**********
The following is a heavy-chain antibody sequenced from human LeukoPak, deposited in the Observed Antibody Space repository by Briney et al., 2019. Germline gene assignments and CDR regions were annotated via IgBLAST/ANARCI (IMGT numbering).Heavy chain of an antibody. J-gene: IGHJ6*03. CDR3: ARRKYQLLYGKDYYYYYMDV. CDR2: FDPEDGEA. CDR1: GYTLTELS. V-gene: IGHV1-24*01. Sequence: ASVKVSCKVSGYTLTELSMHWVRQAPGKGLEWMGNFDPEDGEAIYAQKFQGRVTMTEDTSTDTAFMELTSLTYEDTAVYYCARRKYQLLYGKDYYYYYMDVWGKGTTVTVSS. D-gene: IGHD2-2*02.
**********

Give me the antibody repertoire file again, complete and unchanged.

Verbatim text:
The following is a heavy-chain antibody sequenced from human LeukoPak, deposited in the Observed Antibody Space repository by Briney et al., 2019. Germline gene assignments and CDR regions were annotated via IgBLAST/ANARCI (IMGT numbering).Heavy chain of an antibody. J-gene: IGHJ6*03. CDR3: ARRKYQLLYGKDYYYYYMDV. CDR2: FDPEDGEA. CDR1: GYTLTELS. V-gene: IGHV1-24*01. Sequence: ASVKVSCKVSGYTLTELSMHWVRQAPGKGLEWMGNFDPEDGEAIYAQKFQGRVTMTEDTSTDTAFMELTSLTYEDTAVYYCARRKYQLLYGKDYYYYYMDVWGKGTTVTVSS. D-gene: IGHD2-2*02.